Sammy’s unvoiced threat I keep secret. Fake Elvis and Mr. Clean do not belong in this conversation.
Of course, these two men would know that there are
to owing money to the loan sharks that circle in the underworld. They exchange glances at each other, and I sense an air of suppressed excitement. “How much are you on the hook for?” Dominic asks.
We are still standing in the center of the room. For the first time, I look around. The woman downstairs called it Carter’s office, but this office is easily the size of a large apartment. Here, the red couches from downstairs have been replaced by comfortable leather chairs and sofas. There’s an array of monitors on one wall, beaming up images from the casino floor. A floor-to-ceiling window provides views of the streets below. The coffee table contains two glasses, filled with an amber colored liquid that I’m guessing is Scotch.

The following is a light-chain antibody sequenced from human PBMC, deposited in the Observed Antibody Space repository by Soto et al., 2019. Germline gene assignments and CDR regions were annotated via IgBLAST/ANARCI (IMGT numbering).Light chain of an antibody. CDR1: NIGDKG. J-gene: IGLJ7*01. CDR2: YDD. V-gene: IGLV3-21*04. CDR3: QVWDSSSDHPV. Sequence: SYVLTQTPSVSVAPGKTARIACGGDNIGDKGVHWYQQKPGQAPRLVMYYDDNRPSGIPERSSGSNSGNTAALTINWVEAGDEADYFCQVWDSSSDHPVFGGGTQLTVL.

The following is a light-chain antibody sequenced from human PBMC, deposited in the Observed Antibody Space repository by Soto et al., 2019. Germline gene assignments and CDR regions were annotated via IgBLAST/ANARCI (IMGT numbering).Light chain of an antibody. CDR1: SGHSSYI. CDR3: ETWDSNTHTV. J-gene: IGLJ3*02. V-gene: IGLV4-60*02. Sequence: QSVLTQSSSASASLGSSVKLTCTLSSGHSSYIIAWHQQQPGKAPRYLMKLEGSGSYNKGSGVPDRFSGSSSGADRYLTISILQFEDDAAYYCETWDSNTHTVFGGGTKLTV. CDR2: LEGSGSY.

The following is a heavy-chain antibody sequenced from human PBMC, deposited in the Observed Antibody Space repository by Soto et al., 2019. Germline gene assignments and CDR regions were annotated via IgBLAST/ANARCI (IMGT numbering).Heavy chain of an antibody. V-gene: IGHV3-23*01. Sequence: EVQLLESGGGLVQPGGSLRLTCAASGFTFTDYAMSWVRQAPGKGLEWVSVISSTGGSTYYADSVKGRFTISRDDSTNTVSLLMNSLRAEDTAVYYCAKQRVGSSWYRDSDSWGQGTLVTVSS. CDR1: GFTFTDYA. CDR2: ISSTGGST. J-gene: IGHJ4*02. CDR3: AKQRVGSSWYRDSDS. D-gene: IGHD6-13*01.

“Do you live here?” I ask Carter, stalling, trying to avoid revealing that I’m almost a hundred thousand dollars in debt.
He shakes his head. “How much money, Gabriella?” he asks, repeating Dominic’s question
“Ninety eight thousand and five hundred dollars.”
I’m prepared for their condemnation, but it’s not forthcoming. Carter’s shoulders have slumped with relief, and Dominic sits up, his eyes gleaming with a nameless emotion. “So you need money in a hurry,” he says. “I have a deal for you.”
“Do you think I’m going to sleep with you for it?” I snap at them. Too late, I remember my resolution not to jump to conclusions, to think before I speak.
Dominic’s eyes turn heated. “You’ll sleep with us because you want to,” he says, his voice low and gravelly. His words send an arrow of molten lust straight to my pussy. “But that’s not what I’m talking about at the moment.”